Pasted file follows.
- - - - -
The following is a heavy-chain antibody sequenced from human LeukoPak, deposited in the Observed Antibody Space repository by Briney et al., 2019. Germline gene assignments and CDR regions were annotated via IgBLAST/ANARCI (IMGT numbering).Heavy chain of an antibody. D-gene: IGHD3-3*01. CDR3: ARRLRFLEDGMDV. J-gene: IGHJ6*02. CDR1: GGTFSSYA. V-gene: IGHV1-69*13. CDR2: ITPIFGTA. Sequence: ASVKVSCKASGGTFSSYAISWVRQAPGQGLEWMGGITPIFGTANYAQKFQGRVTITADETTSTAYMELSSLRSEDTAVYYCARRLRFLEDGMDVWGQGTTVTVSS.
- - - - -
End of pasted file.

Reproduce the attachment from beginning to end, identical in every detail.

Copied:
The following is a heavy-chain antibody sequenced from human LeukoPak, deposited in the Observed Antibody Space repository by Briney et al., 2019. Germline gene assignments and CDR regions were annotated via IgBLAST/ANARCI (IMGT numbering).Heavy chain of an antibody. D-gene: IGHD3-3*01. CDR3: ARRLRFLEDGMDV. J-gene: IGHJ6*02. CDR1: GGTFSSYA. V-gene: IGHV1-69*13. CDR2: ITPIFGTA. Sequence: ASVKVSCKASGGTFSSYAISWVRQAPGQGLEWMGGITPIFGTANYAQKFQGRVTITADETTSTAYMELSSLRSEDTAVYYCARRLRFLEDGMDVWGQGTTVTVSS.